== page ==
As if something of a conclusion, Westerhoff offers some thoughts and guidance on engaging in a spiritual life. First, he takes his readers through a history of the topic and the various schools of thought—although he quickly warns that the various schools go slightly too far and end up in danger of heresy. Each of the school place their focus in a specific approach to the spiritual life; they are those focused on the sacramental, charismatic, mystical, and the apostolic. How one views these schools will also dictate how they may pray and engage in various aspects of the spiritual life. And then to conclude the book, Westerhoff addresses some methods and techniques to assist people in a growing spiritual life—timing and location, preparation, presence with God, journaling, having a spiritual community, lectio divina, and finally, living a life of discipline. Ultimately, Westerhoff argues, “A discipline is something we practice, an exercise,” and the final chapters are like an exercise instruction manual (65).
Westerhoff had hoped to provide a book to assist clergy, those responsible for the church’s education ministry, and even volunteer church-school teacher to understand the spiritual life and lead others to a strong spiritual growth in their daily lives. He achieved this goal and so much more. In something of an awkward book for teachers and preachers, Westerhoff has presented an argument that should be for everybody. Therefore, to assume this book should only be for teachers and preachers is what makes it awkward. The book is already small at less than 80 pages, but the approach toward the middle of the book for teachers and preachers should have been replaced with a chapter specifically for pastors, teachers, and preachers AND a chapter for any student of the Bible and lover of God. This book is for everybody. The spiritual life is a necessity for all who desire to soundly approach God to love him more and love him better.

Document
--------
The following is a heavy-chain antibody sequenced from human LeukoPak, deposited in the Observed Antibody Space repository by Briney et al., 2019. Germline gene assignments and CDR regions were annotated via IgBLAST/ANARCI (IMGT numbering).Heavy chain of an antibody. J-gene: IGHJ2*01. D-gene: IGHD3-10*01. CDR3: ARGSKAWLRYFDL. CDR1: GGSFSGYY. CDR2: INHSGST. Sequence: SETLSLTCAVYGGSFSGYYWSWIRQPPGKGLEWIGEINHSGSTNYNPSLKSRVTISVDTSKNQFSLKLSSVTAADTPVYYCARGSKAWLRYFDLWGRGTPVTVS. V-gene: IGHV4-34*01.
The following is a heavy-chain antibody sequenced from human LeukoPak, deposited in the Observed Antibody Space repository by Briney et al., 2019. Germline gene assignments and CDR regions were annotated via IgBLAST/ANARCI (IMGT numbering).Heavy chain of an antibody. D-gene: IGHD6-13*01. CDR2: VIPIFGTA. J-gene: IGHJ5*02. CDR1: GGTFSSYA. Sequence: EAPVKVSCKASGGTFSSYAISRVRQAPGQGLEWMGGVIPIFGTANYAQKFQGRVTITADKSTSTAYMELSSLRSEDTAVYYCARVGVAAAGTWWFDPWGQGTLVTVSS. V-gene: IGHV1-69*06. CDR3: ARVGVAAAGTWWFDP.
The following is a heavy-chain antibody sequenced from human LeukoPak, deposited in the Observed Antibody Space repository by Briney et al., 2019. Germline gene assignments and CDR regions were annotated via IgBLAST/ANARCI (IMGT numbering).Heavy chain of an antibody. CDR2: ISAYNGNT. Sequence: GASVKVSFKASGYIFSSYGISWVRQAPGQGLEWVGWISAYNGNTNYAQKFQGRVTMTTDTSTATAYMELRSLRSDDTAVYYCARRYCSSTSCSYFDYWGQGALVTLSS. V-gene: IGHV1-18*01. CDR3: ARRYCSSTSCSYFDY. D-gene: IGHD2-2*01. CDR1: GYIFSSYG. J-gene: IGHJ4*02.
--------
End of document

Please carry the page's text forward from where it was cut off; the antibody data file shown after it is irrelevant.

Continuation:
Understandably, Westerhoff writes to an audience he feels is already burned out, drained out, or rusted out. He is seeking a way to revitalize their pastoral lives and even their ministries. However, it is highly likely that many seminary students are reading this book before they face the symptoms of any of these ministry problems. Should they learn to engage the spiritual life as Westerhoff encourages, they will likely avoid the pitfalls. In addition, they will likely live a rich life as they walk well with God. But does it not stand to reason that if this preventive approach is good for seminary students it would also be good for the layperson that deeply wants to know God better? Do these people not also experience burnout, drain out, and rust out? Spiritual Life is a fantastic book for teachers and preachers, but with some minor restructuring, it could be extremely valuable with believers and extremely popular in our age where people are thirsty for a deeper relationship with the Creator of the Universe.
Putting aside the critical view that the audience of this book is too narrow, Westerhoff’s book Spiritual Life: The Foundation for Preaching and Teaching should be read and practiced by any student of the Bible who wished to take the theological knowledge gained through deeper study and approach God with greater ease. This book should be read and practiced by anyone prepared to have a love affair with the Living God.
* I have no material connection to this book. This post was, in its entirety or in part, originally written in seminary in partial fulfillment of a M.Div. It may have been redacted or modified for this website.